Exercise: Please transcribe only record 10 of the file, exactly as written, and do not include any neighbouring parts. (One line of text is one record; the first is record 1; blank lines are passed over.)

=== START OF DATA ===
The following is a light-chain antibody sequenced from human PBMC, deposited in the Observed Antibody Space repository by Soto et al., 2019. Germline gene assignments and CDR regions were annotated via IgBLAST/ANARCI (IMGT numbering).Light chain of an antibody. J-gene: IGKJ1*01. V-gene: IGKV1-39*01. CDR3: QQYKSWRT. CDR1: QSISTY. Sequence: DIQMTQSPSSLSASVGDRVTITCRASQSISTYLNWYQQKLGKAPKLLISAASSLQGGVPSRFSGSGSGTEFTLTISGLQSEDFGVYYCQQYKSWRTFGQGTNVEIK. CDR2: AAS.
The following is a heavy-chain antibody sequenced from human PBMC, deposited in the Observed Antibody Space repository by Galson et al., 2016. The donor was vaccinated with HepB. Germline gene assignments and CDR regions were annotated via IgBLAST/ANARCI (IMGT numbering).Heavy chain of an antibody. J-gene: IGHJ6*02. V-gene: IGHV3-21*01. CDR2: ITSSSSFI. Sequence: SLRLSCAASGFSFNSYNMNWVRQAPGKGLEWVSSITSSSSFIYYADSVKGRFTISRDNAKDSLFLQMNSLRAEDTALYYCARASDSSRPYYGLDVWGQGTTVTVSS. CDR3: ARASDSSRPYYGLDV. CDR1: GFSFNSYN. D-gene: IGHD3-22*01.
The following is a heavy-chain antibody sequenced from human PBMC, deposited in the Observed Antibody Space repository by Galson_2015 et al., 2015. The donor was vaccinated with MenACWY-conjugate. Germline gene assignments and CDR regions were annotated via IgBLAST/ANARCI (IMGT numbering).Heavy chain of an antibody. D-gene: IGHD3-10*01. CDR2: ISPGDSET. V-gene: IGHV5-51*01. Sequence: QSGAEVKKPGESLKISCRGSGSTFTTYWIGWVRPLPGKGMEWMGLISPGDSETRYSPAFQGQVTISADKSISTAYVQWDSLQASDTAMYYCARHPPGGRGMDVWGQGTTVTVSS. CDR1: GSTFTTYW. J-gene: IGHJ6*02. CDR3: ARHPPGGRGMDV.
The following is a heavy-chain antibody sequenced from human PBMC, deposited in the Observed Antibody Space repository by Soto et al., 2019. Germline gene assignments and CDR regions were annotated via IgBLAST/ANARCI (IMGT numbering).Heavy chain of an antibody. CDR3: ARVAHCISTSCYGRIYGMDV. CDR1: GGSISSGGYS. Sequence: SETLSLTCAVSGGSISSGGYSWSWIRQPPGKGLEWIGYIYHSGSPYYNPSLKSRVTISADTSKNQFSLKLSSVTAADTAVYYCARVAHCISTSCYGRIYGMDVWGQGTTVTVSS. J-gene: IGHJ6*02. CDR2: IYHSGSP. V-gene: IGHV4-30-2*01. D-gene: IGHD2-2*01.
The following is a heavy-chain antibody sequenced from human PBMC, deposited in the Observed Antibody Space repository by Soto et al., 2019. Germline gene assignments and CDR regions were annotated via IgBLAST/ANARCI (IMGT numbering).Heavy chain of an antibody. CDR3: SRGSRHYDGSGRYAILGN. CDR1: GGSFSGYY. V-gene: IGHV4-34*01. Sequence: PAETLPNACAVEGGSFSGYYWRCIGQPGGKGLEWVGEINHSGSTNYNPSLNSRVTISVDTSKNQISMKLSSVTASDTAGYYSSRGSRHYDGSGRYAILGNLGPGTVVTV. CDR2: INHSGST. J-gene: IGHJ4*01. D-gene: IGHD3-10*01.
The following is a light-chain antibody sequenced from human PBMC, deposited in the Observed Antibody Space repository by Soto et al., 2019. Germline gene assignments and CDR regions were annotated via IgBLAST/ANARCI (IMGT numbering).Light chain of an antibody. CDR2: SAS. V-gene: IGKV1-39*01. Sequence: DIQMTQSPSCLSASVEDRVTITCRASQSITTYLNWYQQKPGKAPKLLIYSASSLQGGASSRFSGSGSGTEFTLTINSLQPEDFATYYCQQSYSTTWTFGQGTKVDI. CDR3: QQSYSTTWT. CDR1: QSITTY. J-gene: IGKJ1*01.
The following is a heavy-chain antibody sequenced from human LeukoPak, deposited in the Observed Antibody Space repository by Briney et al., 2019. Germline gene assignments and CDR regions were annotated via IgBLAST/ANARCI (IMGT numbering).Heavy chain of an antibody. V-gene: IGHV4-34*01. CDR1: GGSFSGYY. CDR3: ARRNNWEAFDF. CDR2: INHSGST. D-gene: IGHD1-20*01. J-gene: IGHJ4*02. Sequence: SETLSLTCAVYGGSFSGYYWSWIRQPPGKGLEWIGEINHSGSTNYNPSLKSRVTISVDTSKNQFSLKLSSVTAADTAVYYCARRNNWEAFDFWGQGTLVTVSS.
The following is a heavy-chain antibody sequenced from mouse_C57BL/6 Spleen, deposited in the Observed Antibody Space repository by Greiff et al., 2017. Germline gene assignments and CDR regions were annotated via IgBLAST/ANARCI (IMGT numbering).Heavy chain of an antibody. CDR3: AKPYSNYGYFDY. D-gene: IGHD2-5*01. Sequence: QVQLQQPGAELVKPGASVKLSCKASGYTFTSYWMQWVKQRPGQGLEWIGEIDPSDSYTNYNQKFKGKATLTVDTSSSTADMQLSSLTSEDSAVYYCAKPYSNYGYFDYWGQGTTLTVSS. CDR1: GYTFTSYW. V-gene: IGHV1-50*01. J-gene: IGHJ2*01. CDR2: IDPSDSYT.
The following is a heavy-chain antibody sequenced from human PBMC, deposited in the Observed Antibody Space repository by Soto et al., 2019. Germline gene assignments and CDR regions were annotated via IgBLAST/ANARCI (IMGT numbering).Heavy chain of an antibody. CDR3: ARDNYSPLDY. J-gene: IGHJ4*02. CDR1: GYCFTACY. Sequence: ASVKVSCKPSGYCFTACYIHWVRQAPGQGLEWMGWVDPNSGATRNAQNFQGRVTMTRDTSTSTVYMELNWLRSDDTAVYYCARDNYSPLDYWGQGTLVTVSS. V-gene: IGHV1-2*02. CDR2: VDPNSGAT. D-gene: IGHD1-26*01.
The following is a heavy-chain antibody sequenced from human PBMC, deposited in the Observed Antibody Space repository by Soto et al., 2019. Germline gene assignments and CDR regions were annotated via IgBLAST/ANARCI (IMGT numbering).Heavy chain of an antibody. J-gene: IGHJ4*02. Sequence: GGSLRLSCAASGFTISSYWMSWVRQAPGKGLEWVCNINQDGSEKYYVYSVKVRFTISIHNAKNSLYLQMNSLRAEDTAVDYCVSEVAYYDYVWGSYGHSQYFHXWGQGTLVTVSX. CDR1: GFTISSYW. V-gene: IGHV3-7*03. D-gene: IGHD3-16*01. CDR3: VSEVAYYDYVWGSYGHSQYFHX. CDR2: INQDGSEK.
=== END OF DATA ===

The following is a heavy-chain antibody sequenced from human PBMC, deposited in the Observed Antibody Space repository by Soto et al., 2019. Germline gene assignments and CDR regions were annotated via IgBLAST/ANARCI (IMGT numbering).Heavy chain of an antibody. J-gene: IGHJ4*02. Sequence: GGSLRLSCAASGFTISSYWMSWVRQAPGKGLEWVCNINQDGSEKYYVYSVKVRFTISIHNAKNSLYLQMNSLRAEDTAVDYCVSEVAYYDYVWGSYGHSQYFHXWGQGTLVTVSX. CDR1: GFTISSYW. V-gene: IGHV3-7*03. D-gene: IGHD3-16*01. CDR3: VSEVAYYDYVWGSYGHSQYFHX. CDR2: INQDGSEK.